[llvmlinux] ARM Integrated Assembler by default

Behan Webster behanw at converseincode.com
Tue Dec 10 14:09:41 UTC 2013

On 12/06/13 10:56, Renato Golin wrote:
> Folks,
> We're trying to push the IAS by default on ARM's back-end to be ready
> for 3.5, and I need your help to make an argument.
> So far, people have compiled large projects (like Chromium and other
> internal stuff) with the IAS, as well as I am running the test-suite
> and the build tests with it and all seem fine. There were a number of
> bugs (which we'll collect here: http://llvm.org/PR18158) but all of
> them were fixed.
> Can you guys compile the kernel with the IAS turned on, just to see
> how many bugs would crop up? You can either add "-integrated-as" on
> Clang's command line, or apply the attached patch to LLVM before
> building the kernel.
> Also, I don't expect it to solve any problem, so please compile the
> kernel with your patches already in it, just to make sure we're not
> hitting bugs that GAS also fails.
We don't get very far without gas. That's the problem. There are a LOT
of things which don't work with IA (in both ARM and X86_64).

For now we've mostly just used "-no-integrated-as" to narrow down our
focus of getting the rest working and upstream first.

But things break early and often with IA enabled. It's not a simple
thing to come up with a list of bugs by merely turning it back on.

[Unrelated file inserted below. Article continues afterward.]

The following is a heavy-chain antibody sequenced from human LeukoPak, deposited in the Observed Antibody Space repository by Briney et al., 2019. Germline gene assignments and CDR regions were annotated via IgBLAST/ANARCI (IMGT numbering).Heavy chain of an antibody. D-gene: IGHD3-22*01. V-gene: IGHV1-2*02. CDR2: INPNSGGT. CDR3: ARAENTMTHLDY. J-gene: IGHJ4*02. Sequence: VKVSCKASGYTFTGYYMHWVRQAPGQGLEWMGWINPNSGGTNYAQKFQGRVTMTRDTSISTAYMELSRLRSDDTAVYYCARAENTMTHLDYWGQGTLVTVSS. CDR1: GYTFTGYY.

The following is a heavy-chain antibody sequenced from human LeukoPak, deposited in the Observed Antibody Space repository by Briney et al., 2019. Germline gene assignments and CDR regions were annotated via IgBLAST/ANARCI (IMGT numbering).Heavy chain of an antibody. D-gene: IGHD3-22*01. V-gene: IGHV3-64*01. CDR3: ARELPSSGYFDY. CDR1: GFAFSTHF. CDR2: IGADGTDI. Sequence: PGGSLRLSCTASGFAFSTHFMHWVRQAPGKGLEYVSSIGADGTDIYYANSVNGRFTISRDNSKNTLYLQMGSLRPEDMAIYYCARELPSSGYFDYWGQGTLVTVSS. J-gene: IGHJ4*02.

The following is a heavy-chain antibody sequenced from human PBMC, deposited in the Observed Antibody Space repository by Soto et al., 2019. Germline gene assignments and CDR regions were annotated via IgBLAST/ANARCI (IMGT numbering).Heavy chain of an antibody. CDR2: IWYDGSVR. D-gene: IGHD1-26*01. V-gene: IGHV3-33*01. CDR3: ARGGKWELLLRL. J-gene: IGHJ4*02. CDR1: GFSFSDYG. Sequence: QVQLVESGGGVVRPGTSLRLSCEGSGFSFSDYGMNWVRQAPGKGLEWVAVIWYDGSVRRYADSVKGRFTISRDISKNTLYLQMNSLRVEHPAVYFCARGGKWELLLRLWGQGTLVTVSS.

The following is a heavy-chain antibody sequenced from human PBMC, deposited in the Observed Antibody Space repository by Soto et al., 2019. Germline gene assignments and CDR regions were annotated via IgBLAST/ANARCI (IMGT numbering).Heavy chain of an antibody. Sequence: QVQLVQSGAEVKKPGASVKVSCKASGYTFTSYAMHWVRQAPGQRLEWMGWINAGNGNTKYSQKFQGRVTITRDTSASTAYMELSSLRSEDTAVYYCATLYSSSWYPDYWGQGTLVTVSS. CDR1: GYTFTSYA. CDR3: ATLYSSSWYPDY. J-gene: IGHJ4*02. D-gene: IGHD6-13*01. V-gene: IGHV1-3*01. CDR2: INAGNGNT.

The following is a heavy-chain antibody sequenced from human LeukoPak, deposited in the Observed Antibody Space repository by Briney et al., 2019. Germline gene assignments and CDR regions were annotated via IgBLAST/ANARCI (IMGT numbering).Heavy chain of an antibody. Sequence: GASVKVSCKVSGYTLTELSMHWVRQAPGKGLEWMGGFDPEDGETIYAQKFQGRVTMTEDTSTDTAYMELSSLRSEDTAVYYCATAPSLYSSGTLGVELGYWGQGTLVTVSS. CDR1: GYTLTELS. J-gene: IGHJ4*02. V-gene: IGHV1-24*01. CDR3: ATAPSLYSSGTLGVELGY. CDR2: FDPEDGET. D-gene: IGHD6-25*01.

The simplest thing to say is that IA on the ARM side doesn't support
non-unified ARM ASM format, nor the many GNU extensions used in the
kernel code (though there are plenty of x86 specific issues we also
preclude by turning IA off).

> Let me know your findings, and I hope we don't find too many bugs...
> fingers crossed! ;)
The problem is that many of them could probably be argued as needing to
be changed in the kernel code, not the tool.

For instance, look at __my_cpu_offset() in this file:


There is a stack read which is used in this ASM which is never actually
used in the resulting code produced by the assembler. But gas appears to
determine in the specific case where this code is inlined whether or not
a memory barrier is necessary or not just by attempting to perform this
fake stack read and then does the right thing. IA on the other hand
complains. This is hacky code, however the side effect makes the
resulting code quite efficient.

As Vinicius is proving, compiling without -no-integerated-as isn't
trivial. :(


Behan Webster
behanw at converseincode.com

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